Other Mandatory Savings – Outside of the above proposals, the budget finds savings in other mandatory programs by reducing subsidies in the crop insurance program, allowing the Pension Benefit Guaranty Corporation to raise multiemployer premiums, and improving program integrity. The President’s budget would also enact various reforms to the Postal Service that would improve operations and increase revenue, such as increasing the authority for the Post Office to increase the price of stamps and reducing delivery from 6 to 5 days per week, to save the Postal Service from financial default. Finally, the budget includes a small amount of Social Security savings – largely from reducing fraud and overpayments. Sadly, these changes will do little to improve the solvency of Social Security, which is currently projected to exhaust its trust funds as soon as 2029, according to CBO.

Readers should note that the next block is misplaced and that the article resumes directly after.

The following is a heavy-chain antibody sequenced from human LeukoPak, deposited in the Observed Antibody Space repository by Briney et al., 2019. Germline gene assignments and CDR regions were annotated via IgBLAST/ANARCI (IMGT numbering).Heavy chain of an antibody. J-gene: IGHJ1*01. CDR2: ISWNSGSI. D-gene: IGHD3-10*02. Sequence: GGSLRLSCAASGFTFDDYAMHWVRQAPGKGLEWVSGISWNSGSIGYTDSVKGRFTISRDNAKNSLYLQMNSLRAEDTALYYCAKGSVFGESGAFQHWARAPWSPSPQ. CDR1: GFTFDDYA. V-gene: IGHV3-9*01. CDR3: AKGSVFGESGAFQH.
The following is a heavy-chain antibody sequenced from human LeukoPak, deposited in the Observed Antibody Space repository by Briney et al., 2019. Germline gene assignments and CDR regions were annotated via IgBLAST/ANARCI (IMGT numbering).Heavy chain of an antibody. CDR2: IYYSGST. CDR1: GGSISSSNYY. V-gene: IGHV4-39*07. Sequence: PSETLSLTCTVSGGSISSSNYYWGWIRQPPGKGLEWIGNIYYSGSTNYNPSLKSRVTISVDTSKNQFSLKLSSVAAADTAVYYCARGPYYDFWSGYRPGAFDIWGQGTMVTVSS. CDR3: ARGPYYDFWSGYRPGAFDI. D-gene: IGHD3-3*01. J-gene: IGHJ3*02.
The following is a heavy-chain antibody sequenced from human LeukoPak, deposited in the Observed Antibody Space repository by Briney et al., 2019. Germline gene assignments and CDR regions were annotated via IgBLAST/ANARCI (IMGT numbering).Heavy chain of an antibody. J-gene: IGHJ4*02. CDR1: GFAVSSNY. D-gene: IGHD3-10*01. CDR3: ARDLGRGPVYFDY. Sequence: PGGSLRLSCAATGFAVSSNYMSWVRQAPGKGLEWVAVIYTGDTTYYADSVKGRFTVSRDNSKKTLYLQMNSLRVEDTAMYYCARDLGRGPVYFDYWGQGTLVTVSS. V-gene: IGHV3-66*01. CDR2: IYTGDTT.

Immigration Reform – The President’s budget calls for comprehensive immigration reform, supporting the approach in the 2013 Senate-passed bill. That reform would increase the size of the population and labor force, both increasing spending on those individuals as well as revenue collected from them. As a result, OMB assumes revenue would rise by $420 billion over the next decade and spending by $250 billion, resulting in $170 billion of total savings.